For most of us average Malaysians over the age of 25 but under the age of 35, the eSports growth has been quite amazing. That realisation of the dream we had when we were little, making money while playing games, has come. The issue is, plenty of the slightly older generation has not come to accept and understand that at this point. Then again, that is also the case with any other sports in Malaysia. The thing is though, the earning potential in eSports is now much larger than it was before and it is experiencing even more growth that does not seem to stop anytime soon. That has now come to the attention of the older generation too and is getting plenty more support than before; which is great for the upcoming generation of eSport athletes or those aspiring to be one.
There is another huge stumbling block here though in Malaysia; infrastructure, or rather, the lack of it. The industry support system too is still a little pre-mature to be considered enough. Despite those set backs, Malaysia is still in the radar of the global eSports industry, which is great. To produce world-class eSports athlete though, Malaysia needs some world-class eSports support and infrastructure.
This is where Pantheon comes in. Their first ever eSports arena, which is also Malaysia’s first eSports center at Pantheon, Subang Jaya is the first step for them to elevate the eSports scene in Malaysia. It is still Malaysia’s largest eSports hallowed ground and considered by many as one of the birthplaces of highly competitive eSports with industry leading facilities.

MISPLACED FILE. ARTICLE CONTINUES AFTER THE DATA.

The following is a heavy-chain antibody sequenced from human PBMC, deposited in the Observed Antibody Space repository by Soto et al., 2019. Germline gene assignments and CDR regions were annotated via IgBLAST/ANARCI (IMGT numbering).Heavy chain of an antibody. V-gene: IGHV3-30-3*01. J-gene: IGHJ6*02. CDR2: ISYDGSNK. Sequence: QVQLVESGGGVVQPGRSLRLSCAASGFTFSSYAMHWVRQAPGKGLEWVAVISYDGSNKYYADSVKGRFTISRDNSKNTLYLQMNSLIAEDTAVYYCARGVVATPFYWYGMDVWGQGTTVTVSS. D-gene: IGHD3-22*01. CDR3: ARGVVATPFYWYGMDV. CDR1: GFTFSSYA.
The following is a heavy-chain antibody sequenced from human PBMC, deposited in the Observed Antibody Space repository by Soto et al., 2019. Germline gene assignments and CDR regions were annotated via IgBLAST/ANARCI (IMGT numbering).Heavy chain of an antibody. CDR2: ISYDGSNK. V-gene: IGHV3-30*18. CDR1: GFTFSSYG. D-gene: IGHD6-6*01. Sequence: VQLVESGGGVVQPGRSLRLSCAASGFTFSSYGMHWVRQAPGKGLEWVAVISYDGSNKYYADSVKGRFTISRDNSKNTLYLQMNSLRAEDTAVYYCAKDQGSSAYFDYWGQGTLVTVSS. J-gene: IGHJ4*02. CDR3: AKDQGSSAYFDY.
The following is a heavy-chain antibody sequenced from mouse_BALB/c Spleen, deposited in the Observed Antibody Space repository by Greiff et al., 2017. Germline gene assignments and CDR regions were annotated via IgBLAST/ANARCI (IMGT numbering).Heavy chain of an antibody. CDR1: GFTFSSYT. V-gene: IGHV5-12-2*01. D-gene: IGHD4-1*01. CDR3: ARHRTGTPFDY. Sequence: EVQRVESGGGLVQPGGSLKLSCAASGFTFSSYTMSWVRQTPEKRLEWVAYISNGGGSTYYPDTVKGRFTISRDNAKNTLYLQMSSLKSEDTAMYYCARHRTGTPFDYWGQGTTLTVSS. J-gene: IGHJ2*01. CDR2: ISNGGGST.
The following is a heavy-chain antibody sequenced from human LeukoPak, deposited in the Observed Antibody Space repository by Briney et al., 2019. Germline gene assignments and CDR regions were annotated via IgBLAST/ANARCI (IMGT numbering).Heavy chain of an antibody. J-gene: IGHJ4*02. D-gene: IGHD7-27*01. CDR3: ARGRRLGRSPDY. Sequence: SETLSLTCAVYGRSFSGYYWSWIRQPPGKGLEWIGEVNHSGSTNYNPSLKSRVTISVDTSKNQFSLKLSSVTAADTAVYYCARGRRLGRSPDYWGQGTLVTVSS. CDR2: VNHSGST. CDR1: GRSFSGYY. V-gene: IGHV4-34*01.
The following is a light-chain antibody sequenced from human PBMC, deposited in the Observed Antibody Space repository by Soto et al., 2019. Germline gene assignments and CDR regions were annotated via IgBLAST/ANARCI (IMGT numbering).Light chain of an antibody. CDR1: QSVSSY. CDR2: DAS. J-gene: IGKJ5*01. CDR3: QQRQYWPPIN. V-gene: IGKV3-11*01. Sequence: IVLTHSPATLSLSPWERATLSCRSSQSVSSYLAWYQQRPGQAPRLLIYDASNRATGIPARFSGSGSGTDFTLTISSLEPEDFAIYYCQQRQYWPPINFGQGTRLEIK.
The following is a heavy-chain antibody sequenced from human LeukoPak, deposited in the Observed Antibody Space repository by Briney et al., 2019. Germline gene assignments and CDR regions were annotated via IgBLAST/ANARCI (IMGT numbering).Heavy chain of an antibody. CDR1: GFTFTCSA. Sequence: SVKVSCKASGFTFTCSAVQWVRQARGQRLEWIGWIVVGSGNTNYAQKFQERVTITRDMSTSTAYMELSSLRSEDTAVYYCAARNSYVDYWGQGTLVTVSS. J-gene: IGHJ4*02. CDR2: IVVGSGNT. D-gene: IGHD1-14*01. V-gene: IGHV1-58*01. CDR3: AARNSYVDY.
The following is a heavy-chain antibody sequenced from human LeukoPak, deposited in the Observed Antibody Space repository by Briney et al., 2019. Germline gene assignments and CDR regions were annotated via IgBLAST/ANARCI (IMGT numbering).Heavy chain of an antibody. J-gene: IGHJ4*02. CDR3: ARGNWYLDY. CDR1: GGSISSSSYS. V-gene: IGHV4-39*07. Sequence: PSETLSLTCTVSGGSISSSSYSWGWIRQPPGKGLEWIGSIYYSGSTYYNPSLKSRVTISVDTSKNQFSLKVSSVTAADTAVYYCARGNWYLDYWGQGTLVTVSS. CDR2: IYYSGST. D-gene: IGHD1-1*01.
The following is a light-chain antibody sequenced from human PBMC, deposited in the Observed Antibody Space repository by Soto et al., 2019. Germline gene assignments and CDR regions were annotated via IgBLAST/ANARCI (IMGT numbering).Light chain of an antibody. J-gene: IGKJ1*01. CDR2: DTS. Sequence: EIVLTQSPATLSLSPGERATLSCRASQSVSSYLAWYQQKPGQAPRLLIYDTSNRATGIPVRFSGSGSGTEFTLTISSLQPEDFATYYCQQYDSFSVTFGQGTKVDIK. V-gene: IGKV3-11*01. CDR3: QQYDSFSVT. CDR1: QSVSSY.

At this point, non-gamers and those of you who might not understand eSports might think; “what is the point of using super expensive high-end computers to play these competitive games. You can still play these games at home, with your own PC that costs half the ones you find in Pantheon”. That is where you are wrong. The performance of your hardware contributes to your performance as an eSports athlete too; just like any other sports as well.
While you can choose to play these games on your own at home with your run-of-the-mill PC, your progress can be quite limited. A better, more high-end hardware is supposed to be able to exploit the games better and with that eSports athlete can explore more aspects of their selected title and get even better at it while preparing for tournaments like TECS. It is not just about getting the better advantage, it is about using the right gear that can cope with their demands as athletes. That is what Pantheon offers in their eSports arena; a sort of training ground for aspiring eSports athletes. In that light too Pantheon Group has plans to expand and open more eSports centers throughout Malaysia so growth is not limited to the Klang Valley, Johor will be getting their very own eSports center soon. Maybe Penang might get their own Pantheon too; it is in their planner, but only time will tell.
Getting it Right